Where antibiotics have traditionally been the ‘go to’ solution for any illness, in many cases now, it is becoming increasingly popular to have them as the last resort. This is not to dispute their necessity in some cases, however, there is a plethora of evidence showing they cause more destruction to your much-needed, gut microbiome than they do remedy. New Zealand Doctor and Owner of Dr Wellness, Tracy Chandler, explains that the impact antibiotics have on your gut microbiome is detrimental. “Antibiotics don’t just kill the ‘bad’ bugs, they also kill all your good bugs. This subsequently gives ‘bad’ bugs more of a chance to get in and cause problems, a condition known as dysbiosis (an imbalance of good to bad bugs). Antibiotic resistance to the antibiotic used (as well as antibiotics not used) can also occur. These harmful effects of antibiotics can go on for many years (not just weeks). That’s why people on antibiotics are more likely to get another infection or dysbiosis. And it’s not just antibiotics from your well-meaning GP that can upset your microbiome,” Dr Chandler says.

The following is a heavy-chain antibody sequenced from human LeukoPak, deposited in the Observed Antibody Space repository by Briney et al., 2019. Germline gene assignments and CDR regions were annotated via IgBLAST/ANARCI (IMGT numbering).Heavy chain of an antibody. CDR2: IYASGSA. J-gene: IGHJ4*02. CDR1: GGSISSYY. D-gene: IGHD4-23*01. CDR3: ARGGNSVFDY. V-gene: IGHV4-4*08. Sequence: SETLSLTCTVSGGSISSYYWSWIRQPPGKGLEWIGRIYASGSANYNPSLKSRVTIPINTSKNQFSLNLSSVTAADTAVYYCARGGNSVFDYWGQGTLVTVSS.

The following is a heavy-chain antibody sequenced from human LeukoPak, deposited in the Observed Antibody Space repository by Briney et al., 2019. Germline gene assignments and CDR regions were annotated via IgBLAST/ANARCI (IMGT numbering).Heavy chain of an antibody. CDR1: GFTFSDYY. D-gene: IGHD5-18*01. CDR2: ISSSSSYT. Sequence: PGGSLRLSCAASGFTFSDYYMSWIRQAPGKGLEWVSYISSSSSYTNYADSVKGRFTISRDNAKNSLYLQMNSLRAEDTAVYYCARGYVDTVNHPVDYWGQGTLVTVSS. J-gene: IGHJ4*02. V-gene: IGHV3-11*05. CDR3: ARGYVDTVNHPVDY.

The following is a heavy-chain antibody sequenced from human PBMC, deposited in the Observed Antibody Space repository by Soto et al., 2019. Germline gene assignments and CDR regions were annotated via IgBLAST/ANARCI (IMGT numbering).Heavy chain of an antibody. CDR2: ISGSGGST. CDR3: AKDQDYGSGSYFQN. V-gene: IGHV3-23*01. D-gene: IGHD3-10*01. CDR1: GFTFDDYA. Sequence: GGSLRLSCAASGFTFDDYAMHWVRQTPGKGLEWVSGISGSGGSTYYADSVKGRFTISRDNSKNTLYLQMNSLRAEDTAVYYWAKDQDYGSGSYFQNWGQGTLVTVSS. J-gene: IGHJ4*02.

Your microbiome is evidently very vulnerable to such things, further aided by the busy lifestyle and often poor diets of today. It’s no wonder so many people are turning to probiotics.
By definition, probiotics are the live beneficial bacteria, also referred to as the microbiome, found in your gut. Prebiotics on the other hand, by definition, essentially feed your beneficial bacteria. Given that the human body contains an immense ten times more bacteria than human cells, it is a no-brainer to ensure your good bacteria is well-nourished.